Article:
We have performed a series of simulations to determine the effects of land cover change on the water balance and hydrology of the Mississippi River Basin. Two models are used—the Integrated BIosphere Simulator (IBIS) and the HYDrologic Routing Algorithm (HYDRA). The IBIS model describes physical, physiological, and ecological processes occurring in vegetative canopies and soils. IBIS uses input climate data and vegetation and soil properties to simulate energy, water, and biogeochemical cycles at small time-steps (30-60 minutes) and at 0.5-degree resolution. The HYDRA model (Coe, 2000) then routes surface runoff and subsurface drainage to streams and lakes at a 5-minute resolution and at hourly time-steps. Lenters et al. (2000) have validated the IBIS-modeled water budget over the Mississippi River Basin at several scales. Similarly, the HYDRA-modeled stream discharge compares favorably to United States Geological Survey stream gauge data (Donner et al., 2001). This work extends those studies through the introduction of an improved version of IBIS for use over the continental United States. The regional version of IBIS includes algorithms that simulate the phenology of corn, soybean, and wheat. The effects of a conversion of forests and grasslands to croplands within the Mississippi River Basin are evaluated through a comparison of a control simulation (containing only natural ecosystems) with an experimental simulation (containing current land cover of natural vegetation and crops).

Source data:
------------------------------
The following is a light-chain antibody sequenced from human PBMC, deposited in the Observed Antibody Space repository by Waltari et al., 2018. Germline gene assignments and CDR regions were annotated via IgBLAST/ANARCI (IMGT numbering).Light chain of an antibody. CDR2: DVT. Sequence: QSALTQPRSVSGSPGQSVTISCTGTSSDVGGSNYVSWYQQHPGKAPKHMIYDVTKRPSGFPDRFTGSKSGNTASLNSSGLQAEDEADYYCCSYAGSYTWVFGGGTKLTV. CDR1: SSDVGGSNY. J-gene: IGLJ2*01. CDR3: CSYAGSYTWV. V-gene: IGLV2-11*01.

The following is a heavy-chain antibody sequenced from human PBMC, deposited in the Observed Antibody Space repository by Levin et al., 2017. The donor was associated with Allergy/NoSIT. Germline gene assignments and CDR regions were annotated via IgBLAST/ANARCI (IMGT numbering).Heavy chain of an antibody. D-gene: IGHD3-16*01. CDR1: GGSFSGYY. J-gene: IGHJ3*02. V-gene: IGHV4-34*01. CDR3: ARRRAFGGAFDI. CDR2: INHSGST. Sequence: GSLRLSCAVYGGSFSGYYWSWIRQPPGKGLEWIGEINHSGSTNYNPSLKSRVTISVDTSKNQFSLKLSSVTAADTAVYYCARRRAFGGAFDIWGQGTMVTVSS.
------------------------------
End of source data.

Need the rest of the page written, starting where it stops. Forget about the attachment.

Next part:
Results show that a conversion of forests and grasslands to croplands decreases the evapotranspiration and increases the surface runoff, drainage, and stream discharge in proportion to the fractional crop cover. Model results may be compared with results from an analysis of stream gauge measurements of discharge over various types of land cover in order to evaluate how land cover contributes to the magnitude and variability of streamflow within the basin.